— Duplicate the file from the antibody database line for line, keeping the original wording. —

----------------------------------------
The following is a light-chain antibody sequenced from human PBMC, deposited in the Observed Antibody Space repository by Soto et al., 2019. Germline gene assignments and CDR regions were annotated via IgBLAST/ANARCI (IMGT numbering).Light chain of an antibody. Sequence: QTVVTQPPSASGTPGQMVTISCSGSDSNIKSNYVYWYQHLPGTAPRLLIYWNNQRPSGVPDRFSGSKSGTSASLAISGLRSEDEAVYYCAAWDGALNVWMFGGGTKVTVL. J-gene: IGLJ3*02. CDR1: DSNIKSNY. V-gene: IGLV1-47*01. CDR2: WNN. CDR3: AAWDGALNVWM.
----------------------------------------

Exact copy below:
The following is a light-chain antibody sequenced from human PBMC, deposited in the Observed Antibody Space repository by Soto et al., 2019. Germline gene assignments and CDR regions were annotated via IgBLAST/ANARCI (IMGT numbering).Light chain of an antibody. Sequence: QTVVTQPPSASGTPGQMVTISCSGSDSNIKSNYVYWYQHLPGTAPRLLIYWNNQRPSGVPDRFSGSKSGTSASLAISGLRSEDEAVYYCAAWDGALNVWMFGGGTKVTVL. J-gene: IGLJ3*02. CDR1: DSNIKSNY. V-gene: IGLV1-47*01. CDR2: WNN. CDR3: AAWDGALNVWM.